sulcus

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English[edit]

Lateral sulcus (fissure on the surface of the brain)
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Etymology[edit]

Borrowed from Latin sulcus. Doublet of sullow.

Pronunciation[edit]

Noun[edit]

sulcus (plural sulci)

  1. (anatomy) A furrow or groove in an organ or a tissue.
  2. (anatomy) Any of the grooves that mark the convolutions of the surface of the brain.
    • 1999, Thomas C. Pritchard, Kevin D. Alloway, Medical Neuroscience, page 55,
      The largest sulcus, the longitudinal fissure, divides the brain into left and right hemispheres.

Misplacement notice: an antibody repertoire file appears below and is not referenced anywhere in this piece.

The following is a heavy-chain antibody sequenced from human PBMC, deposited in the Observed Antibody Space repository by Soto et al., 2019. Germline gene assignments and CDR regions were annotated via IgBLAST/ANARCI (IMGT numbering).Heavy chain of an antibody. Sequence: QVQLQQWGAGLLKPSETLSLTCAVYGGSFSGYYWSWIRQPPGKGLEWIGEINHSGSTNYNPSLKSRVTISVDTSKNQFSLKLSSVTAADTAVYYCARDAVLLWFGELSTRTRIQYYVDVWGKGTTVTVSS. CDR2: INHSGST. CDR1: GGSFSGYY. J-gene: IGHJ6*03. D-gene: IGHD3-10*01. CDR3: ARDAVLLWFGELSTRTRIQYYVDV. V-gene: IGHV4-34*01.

• 2006, Inderbir Singh, Textbook of Human Neuroanatomy, 7th Edition, page 72,
      Unlike most other sulci, the lateral sulcus is very deep.
    • 2014, John Kiernan, Raj Rajakumar, Barr's The Human Nervous System: An Anatomical Viewpoint, 10th Edition, page 213,
      The large surface area of the human cerebral cortex results in a pattern of gyri and sulci.
    Synonym: fissure
  3. (planetology) A region of subparallel grooves or ditches formed by a geological process.

Coordinate terms[edit]

Derived terms[edit]

Translations[edit]


Latin[edit]

Etymology[edit]

From Proto-Indo-European *solk-o- (furrow), *selk- (to pull, drag), whence also Old English sulh. Doublet of holcus.

Pronunciation[edit]

Noun[edit]

sulcus m (genitive sulcī); second declension

  1. furrow
  2. ploughing

Declension[edit]

Second-declension noun.

Case Singular Plural
Nominative sulcus sulcī
Genitive sulcī sulcōrum
Dative sulcō sulcīs
Accusative sulcum sulcōs
Ablative sulcō sulcīs
Vocative sulce sulcī

Descendants[edit]

References[edit]